> capacity to cope with environmental change that we create. Remember
    many of
    > these changes aren't deliberate, but emergent out of our attempts to
    > expolit the environment, and are actually clear indications of how
    badly we
    > utilise environmental resources, often wiping them out before we
    realise that
    > we've nothing in their place (Easter Islanders wiping out of trees
    > to mind).

    Sure; that was what I was claiming also. But very rarely do we see some
    natural disaster, or some other animal species, producing such a huge
    amount of problems, or change in environement, as we do. So yes, our
    capacity for destruction is unequaled on this planet, and is one of the
    factors why I claim we are dominant.

    > > <I want to point out that species dominance does not imply at
    > > all that every individual member of the species is dominant over
    > > other life form on the planet. As long as a species can, and
    > > take over natural habitats of any and every other species, you can
    > it dominant.>
    > >
    > I didn't think you meant on an individual level. But again, as Wade
    > stated there are plenty of organisms that have hitched a ride on our
    > environmental manipulation of habitats- bacteria, viruses, fungi,
    > insects, birds indeed there are probably example of all major genera
    that have
    > exploited our manufactured environments.

    Yes, and I answered to that in one of my previous posts; that also
    shows our relative importance (compared to other species); same as
    redwoods are the dominant species of redwood forests (everything else
    seems to revolve around them, while the eco-diversity seems to be
    rather poor), we create habitats for us, everyone who is useful to us,
    and everyone else who managed to evade our attempts to destroy them
    (for it seems that we only live peacufully with those who are useful).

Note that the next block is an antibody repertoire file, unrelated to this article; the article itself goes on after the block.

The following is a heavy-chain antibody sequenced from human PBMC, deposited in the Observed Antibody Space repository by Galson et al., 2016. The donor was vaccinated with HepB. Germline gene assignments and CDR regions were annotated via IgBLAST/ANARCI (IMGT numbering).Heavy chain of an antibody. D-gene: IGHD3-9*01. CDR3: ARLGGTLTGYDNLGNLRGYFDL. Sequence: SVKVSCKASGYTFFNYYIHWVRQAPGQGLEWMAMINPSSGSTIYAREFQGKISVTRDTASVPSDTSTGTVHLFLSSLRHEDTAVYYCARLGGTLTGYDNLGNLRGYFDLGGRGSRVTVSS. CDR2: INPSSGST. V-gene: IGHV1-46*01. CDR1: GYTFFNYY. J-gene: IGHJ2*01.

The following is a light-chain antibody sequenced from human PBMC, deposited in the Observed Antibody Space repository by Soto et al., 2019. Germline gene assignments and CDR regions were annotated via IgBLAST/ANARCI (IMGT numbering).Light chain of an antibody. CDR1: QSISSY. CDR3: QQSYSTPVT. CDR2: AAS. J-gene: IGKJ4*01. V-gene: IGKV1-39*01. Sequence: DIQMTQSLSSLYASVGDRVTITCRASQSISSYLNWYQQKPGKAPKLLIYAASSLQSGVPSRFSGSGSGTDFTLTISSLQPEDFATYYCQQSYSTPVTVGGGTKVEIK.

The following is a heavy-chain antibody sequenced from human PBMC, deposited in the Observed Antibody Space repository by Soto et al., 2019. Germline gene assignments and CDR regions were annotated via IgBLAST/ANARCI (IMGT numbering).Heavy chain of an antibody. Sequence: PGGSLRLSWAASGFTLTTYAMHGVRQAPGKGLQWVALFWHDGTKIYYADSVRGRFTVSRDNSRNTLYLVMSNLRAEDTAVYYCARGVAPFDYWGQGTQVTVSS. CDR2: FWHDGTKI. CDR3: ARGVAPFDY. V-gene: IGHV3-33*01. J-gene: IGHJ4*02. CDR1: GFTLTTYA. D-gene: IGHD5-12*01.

> Look, I'm not disputing the destructive (and constructive) capacity
    > of humanity, only that such capacity constitutes dominance. Even
    > obvious species that appear to be dominated by us, e.g. domesticated
    > animals, are at least as subject to the whims of simpler organisms
    > (e.g.prions that cause BSE, or Foot and Mouth as is currently
    ravaging the
    > UK),as are we.

    They are far more susceptible to our own whims (the example of that
    calf that Blair saved springs to my mind)

    > It's just too simplistic a description of our
    > relationship tothe rest of nature to say we are dominant. And, from
    that, it
    > becomeserroneous to then claim that 'dominance' is because we have
    > (which I believe was your original point).
    > Vincent

    You could have stated that in the first place, no? ;P
    If you disagree with an explanation of our relationship with nature, in
    which we are the dominant species (by above mentioned criteria), then
    state a better one! I am gladly going to use it if it is truly better!
    Start by stating why do you believe it to be too simplistic a
    description of our relationship with rest of nature, and why would that
    invalidate the idea that rise of civilization is behind our power
    today. You could also elaborate on why you do not feel that current
    explosion of memetic structures (and vectors) is the key factor behind
    the power of our species.

    There are very few man - and they are exceptions - who are able to think and feel beyond the present moment.

    Carl von Clausewitz